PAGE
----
California Golden Trout and Climate Warming: How Hot Is Too Hot?

Tuesday, September 10, 2013: 8:00 AM
Marriott Ballroom C (The Marriott Little Rock)
Kathleen Matthews , Conservation of Biodiversity, USDA Forest Service Pacific Southwest Research Station, Albany, CA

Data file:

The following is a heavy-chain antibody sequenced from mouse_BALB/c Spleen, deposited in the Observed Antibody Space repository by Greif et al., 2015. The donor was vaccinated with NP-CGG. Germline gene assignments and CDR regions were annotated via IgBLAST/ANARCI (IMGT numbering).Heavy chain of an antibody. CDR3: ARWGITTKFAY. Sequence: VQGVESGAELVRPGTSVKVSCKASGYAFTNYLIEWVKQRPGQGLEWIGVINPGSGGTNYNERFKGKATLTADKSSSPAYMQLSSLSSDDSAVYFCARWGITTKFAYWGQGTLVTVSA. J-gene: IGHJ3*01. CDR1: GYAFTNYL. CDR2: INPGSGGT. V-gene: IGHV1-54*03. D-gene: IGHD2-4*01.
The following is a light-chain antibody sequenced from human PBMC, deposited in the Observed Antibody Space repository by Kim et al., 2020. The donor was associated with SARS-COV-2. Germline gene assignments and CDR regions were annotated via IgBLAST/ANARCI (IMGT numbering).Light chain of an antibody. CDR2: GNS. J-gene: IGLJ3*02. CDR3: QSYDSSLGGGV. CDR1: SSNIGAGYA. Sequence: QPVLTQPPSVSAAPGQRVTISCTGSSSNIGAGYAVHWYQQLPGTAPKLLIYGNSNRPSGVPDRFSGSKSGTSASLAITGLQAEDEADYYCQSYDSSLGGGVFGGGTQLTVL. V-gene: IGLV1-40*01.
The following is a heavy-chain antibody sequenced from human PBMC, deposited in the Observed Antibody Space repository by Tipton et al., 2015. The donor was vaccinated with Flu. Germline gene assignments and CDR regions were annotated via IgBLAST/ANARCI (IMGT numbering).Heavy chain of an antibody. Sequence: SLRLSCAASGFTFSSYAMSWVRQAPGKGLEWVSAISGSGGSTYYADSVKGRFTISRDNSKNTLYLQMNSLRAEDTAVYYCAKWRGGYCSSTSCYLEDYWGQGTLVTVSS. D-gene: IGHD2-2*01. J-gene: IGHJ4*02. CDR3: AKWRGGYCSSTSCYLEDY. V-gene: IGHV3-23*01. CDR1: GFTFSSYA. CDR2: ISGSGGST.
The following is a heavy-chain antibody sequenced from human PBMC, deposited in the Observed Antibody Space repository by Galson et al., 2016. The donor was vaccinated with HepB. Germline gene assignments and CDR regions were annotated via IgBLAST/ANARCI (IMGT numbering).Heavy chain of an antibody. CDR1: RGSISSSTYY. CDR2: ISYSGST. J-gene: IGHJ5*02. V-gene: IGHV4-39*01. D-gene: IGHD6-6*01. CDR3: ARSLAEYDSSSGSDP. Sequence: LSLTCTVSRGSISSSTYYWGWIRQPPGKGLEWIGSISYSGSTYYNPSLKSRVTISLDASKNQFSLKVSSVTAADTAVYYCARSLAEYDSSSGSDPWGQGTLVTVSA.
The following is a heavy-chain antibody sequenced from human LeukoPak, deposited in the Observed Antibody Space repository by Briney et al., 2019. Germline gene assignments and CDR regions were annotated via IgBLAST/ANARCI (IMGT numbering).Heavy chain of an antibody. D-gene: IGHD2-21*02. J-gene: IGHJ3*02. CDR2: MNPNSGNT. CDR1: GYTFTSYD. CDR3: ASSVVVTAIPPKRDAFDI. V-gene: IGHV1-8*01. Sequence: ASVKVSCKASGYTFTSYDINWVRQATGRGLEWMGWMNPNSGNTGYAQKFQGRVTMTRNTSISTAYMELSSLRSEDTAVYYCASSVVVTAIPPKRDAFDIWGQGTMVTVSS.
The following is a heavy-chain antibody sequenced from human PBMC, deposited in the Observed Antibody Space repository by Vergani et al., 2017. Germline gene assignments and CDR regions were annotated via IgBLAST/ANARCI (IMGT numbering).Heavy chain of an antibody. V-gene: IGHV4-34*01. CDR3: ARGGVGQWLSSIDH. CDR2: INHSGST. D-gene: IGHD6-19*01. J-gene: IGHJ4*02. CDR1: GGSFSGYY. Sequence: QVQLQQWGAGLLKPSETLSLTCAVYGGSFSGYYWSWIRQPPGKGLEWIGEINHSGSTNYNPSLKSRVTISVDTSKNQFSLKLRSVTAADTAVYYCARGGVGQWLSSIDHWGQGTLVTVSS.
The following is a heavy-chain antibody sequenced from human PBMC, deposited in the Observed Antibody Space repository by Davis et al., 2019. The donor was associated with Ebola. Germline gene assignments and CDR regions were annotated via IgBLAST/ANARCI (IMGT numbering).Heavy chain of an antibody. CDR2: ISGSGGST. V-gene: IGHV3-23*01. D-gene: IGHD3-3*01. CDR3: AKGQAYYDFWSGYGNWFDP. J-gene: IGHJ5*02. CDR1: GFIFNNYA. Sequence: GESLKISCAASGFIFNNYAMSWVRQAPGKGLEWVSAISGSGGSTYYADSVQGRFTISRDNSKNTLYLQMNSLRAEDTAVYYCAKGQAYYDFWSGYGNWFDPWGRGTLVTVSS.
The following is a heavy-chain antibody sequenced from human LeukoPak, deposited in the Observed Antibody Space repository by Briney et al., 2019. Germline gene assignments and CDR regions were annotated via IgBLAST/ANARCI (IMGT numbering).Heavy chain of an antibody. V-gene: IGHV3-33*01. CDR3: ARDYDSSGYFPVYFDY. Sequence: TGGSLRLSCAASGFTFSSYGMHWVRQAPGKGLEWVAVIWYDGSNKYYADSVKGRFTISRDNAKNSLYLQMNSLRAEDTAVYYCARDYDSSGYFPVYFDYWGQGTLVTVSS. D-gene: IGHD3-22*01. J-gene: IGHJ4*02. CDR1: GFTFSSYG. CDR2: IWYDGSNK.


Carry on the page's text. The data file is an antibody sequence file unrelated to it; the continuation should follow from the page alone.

The California golden trout (CGT), Oncorhynchus mykiss aguabonita, is one of the few native high-elevation fishes in the Sierra Nevada. They are imperiled due to exotic trout, genetic introgression, and degraded habitat, and now face further stress from climate warming. Their native habitat on the Kern Plateau meadows includes stream areas impacted by cattle grazing. Areas with reduced streamside vegetation (willows or sedge) and widened channels with shallow stream depths experience the warmest water temperatures. Climate change will further compromise CGT and their habitat in stream areas still being grazed, because the warmer water temperatures predicted under most warming scenarios could increase to lethal levels. Yet little is known regarding the specific temperature tolerances of trout in the Sierra Nevada. In a current analysis of CGT meadow streams, I found that stream temperatures often reached 25oC in degraded areas and many areas lack the resiliency to future warming. These high temperatures are reportedly lethal for salmonids, but may affect CGT in more subtle ways such as growth, condition, or long-term survival. An important future research question is determining how hot is too hot for CGT.  To prepare for future stream warming, comparative studies are needed to determine differences in growth, condition, and survival in areas of varying temperature and determine specific temperature tolerances for the CGT.